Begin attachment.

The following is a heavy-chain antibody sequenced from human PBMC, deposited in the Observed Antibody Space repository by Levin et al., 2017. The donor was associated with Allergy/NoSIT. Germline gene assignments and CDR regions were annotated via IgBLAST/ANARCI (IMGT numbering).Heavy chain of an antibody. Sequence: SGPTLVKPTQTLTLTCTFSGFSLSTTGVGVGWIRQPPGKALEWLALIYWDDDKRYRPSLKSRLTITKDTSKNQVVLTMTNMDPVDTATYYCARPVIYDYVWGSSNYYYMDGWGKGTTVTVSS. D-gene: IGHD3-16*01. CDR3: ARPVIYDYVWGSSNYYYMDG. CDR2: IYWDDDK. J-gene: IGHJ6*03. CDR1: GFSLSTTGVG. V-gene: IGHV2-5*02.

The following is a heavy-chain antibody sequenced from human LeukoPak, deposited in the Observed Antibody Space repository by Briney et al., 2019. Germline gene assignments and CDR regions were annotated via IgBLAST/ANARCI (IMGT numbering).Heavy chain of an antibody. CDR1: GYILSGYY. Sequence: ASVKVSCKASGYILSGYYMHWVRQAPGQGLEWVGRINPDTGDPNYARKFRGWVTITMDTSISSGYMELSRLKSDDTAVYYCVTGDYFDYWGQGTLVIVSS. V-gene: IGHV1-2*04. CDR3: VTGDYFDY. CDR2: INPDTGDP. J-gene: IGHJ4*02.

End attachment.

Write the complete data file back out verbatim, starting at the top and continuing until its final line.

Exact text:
The following is a heavy-chain antibody sequenced from human PBMC, deposited in the Observed Antibody Space repository by Levin et al., 2017. The donor was associated with Allergy/NoSIT. Germline gene assignments and CDR regions were annotated via IgBLAST/ANARCI (IMGT numbering).Heavy chain of an antibody. Sequence: SGPTLVKPTQTLTLTCTFSGFSLSTTGVGVGWIRQPPGKALEWLALIYWDDDKRYRPSLKSRLTITKDTSKNQVVLTMTNMDPVDTATYYCARPVIYDYVWGSSNYYYMDGWGKGTTVTVSS. D-gene: IGHD3-16*01. CDR3: ARPVIYDYVWGSSNYYYMDG. CDR2: IYWDDDK. J-gene: IGHJ6*03. CDR1: GFSLSTTGVG. V-gene: IGHV2-5*02.

The following is a heavy-chain antibody sequenced from human LeukoPak, deposited in the Observed Antibody Space repository by Briney et al., 2019. Germline gene assignments and CDR regions were annotated via IgBLAST/ANARCI (IMGT numbering).Heavy chain of an antibody. CDR1: GYILSGYY. Sequence: ASVKVSCKASGYILSGYYMHWVRQAPGQGLEWVGRINPDTGDPNYARKFRGWVTITMDTSISSGYMELSRLKSDDTAVYYCVTGDYFDYWGQGTLVIVSS. V-gene: IGHV1-2*04. CDR3: VTGDYFDY. CDR2: INPDTGDP. J-gene: IGHJ4*02.